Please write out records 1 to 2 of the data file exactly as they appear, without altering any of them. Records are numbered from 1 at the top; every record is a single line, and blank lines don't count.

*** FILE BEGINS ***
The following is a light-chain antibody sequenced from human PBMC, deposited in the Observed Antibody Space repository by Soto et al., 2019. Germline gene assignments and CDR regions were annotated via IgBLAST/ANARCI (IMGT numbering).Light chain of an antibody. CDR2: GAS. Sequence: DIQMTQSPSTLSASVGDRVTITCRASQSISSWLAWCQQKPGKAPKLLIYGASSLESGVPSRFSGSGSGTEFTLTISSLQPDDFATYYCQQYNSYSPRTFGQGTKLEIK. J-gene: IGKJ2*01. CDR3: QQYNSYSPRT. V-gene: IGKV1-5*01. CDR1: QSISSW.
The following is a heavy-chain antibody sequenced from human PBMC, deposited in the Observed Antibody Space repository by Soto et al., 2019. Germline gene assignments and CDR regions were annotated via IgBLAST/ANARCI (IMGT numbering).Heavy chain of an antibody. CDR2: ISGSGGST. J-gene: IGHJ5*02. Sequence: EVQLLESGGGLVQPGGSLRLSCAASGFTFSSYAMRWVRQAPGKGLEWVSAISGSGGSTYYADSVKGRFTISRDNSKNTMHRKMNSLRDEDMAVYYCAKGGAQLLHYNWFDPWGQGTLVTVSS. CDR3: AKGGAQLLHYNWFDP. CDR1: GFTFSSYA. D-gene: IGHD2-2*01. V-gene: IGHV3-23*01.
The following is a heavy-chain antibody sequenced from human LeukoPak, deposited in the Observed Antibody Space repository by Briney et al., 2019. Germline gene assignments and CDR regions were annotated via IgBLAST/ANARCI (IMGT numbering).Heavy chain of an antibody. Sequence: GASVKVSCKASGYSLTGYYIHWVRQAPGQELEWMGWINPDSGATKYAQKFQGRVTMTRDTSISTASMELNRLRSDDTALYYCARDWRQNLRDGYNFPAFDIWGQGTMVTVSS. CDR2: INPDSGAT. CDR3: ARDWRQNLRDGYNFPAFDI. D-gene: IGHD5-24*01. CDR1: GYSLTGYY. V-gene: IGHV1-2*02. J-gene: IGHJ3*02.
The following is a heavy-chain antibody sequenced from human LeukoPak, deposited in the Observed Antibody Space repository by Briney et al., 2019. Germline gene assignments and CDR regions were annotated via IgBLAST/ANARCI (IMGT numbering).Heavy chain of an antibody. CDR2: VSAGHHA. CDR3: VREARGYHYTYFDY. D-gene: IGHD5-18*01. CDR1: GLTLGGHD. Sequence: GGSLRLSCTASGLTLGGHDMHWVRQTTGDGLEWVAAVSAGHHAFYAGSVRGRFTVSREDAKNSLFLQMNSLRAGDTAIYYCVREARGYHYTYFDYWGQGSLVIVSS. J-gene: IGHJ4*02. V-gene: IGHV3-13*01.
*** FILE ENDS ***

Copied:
The following is a light-chain antibody sequenced from human PBMC, deposited in the Observed Antibody Space repository by Soto et al., 2019. Germline gene assignments and CDR regions were annotated via IgBLAST/ANARCI (IMGT numbering).Light chain of an antibody. CDR2: GAS. Sequence: DIQMTQSPSTLSASVGDRVTITCRASQSISSWLAWCQQKPGKAPKLLIYGASSLESGVPSRFSGSGSGTEFTLTISSLQPDDFATYYCQQYNSYSPRTFGQGTKLEIK. J-gene: IGKJ2*01. CDR3: QQYNSYSPRT. V-gene: IGKV1-5*01. CDR1: QSISSW.
The following is a heavy-chain antibody sequenced from human PBMC, deposited in the Observed Antibody Space repository by Soto et al., 2019. Germline gene assignments and CDR regions were annotated via IgBLAST/ANARCI (IMGT numbering).Heavy chain of an antibody. CDR2: ISGSGGST. J-gene: IGHJ5*02. Sequence: EVQLLESGGGLVQPGGSLRLSCAASGFTFSSYAMRWVRQAPGKGLEWVSAISGSGGSTYYADSVKGRFTISRDNSKNTMHRKMNSLRDEDMAVYYCAKGGAQLLHYNWFDPWGQGTLVTVSS. CDR3: AKGGAQLLHYNWFDP. CDR1: GFTFSSYA. D-gene: IGHD2-2*01. V-gene: IGHV3-23*01.